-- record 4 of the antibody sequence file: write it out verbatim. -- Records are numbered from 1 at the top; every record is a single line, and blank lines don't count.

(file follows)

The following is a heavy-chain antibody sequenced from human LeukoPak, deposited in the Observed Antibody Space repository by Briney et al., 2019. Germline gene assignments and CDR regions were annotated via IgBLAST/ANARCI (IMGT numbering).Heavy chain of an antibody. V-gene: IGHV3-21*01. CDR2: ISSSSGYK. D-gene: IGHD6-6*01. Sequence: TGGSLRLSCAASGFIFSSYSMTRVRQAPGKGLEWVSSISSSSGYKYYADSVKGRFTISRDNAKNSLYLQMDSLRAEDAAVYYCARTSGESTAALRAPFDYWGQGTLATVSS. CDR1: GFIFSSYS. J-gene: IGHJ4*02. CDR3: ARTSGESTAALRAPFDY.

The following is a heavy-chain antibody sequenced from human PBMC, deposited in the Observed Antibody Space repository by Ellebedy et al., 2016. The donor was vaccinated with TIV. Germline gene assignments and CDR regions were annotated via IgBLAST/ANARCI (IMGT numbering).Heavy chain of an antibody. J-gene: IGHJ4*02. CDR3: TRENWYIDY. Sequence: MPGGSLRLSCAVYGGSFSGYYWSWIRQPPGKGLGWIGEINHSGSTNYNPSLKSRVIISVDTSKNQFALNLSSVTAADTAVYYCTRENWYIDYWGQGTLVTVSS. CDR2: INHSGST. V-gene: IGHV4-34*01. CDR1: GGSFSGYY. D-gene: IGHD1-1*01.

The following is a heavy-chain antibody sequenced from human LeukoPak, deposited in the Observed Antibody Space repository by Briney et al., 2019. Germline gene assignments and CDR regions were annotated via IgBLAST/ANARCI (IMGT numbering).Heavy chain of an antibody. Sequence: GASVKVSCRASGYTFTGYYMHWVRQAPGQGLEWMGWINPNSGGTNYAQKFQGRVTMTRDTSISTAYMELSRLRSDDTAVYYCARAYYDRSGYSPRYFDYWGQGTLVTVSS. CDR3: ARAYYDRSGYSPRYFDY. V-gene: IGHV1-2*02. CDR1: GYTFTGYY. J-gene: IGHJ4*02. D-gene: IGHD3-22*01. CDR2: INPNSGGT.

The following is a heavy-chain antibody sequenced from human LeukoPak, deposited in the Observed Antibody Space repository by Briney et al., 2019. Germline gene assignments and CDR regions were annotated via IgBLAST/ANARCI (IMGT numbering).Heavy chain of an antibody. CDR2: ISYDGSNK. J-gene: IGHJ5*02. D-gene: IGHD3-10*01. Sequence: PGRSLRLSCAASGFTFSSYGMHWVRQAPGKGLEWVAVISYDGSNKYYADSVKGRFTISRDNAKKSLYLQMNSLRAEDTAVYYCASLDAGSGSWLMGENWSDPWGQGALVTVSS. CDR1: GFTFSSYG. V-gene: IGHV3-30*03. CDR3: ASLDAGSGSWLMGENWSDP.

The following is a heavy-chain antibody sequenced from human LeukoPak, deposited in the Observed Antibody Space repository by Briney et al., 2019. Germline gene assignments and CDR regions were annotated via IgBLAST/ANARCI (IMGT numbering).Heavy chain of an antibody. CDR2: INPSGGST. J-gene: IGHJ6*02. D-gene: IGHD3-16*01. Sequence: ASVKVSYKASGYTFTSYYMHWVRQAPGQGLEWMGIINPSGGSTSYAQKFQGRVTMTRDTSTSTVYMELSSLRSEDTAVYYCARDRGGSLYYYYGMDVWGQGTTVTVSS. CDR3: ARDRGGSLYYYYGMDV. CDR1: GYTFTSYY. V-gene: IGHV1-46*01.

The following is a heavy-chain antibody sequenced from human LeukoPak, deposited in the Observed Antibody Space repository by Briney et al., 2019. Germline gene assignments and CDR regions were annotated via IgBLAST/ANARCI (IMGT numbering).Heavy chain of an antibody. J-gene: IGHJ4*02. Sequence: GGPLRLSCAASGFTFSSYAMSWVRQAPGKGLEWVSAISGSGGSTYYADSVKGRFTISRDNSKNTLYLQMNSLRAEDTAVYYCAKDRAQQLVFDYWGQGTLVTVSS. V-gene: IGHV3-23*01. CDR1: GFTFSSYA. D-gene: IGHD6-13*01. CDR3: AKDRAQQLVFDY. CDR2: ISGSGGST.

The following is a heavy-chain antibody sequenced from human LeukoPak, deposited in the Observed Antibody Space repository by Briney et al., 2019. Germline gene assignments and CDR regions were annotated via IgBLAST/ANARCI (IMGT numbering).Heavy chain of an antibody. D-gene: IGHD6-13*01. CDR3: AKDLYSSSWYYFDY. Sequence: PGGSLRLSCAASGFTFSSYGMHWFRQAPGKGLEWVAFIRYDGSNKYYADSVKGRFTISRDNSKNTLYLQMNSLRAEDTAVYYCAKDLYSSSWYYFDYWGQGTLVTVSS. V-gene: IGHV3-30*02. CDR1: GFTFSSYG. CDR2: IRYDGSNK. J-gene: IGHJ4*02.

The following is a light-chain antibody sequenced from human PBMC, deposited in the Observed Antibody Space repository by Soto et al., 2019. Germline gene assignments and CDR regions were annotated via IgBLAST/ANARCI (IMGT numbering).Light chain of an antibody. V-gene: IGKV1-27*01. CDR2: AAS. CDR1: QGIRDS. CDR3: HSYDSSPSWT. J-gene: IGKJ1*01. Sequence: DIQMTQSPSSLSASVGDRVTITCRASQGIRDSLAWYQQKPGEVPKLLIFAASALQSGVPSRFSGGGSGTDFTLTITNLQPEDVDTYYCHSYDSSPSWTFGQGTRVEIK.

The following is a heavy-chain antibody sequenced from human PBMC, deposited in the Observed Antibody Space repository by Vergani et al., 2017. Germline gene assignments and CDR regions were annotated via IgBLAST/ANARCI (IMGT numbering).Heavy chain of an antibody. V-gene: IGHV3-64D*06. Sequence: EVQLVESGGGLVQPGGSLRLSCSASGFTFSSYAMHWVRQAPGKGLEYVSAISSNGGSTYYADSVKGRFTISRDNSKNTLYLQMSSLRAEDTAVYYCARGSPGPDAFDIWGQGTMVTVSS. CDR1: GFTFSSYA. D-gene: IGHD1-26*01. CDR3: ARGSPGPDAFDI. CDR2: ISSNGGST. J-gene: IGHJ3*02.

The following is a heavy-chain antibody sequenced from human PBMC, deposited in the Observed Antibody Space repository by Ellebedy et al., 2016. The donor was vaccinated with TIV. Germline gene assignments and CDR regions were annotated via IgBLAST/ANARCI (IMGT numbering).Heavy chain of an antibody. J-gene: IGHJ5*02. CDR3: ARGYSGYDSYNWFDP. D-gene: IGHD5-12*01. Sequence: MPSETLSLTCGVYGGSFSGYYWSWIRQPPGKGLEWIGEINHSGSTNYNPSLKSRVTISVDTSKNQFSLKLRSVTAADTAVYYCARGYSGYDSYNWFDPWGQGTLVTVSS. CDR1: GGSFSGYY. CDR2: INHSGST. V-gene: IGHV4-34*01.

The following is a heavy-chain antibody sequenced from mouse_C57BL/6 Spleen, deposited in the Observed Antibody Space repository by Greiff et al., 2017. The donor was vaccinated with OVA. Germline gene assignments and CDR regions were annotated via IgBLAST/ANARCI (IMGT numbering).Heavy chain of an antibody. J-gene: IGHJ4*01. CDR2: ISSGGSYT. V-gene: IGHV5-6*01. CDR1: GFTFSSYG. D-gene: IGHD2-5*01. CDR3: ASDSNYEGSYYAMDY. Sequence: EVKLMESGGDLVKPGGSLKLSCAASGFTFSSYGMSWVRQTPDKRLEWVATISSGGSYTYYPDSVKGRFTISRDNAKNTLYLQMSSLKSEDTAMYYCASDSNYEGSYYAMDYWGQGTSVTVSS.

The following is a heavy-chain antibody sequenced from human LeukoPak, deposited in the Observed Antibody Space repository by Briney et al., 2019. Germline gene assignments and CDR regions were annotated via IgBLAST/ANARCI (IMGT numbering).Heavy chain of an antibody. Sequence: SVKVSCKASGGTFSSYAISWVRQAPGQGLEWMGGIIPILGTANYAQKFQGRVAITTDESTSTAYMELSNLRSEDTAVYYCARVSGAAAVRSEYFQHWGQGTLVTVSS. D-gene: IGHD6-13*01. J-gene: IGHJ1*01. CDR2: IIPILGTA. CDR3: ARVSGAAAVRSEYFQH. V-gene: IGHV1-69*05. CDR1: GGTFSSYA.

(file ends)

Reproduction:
The following is a heavy-chain antibody sequenced from human LeukoPak, deposited in the Observed Antibody Space repository by Briney et al., 2019. Germline gene assignments and CDR regions were annotated via IgBLAST/ANARCI (IMGT numbering).Heavy chain of an antibody. CDR2: ISYDGSNK. J-gene: IGHJ5*02. D-gene: IGHD3-10*01. Sequence: PGRSLRLSCAASGFTFSSYGMHWVRQAPGKGLEWVAVISYDGSNKYYADSVKGRFTISRDNAKKSLYLQMNSLRAEDTAVYYCASLDAGSGSWLMGENWSDPWGQGALVTVSS. CDR1: GFTFSSYG. V-gene: IGHV3-30*03. CDR3: ASLDAGSGSWLMGENWSDP.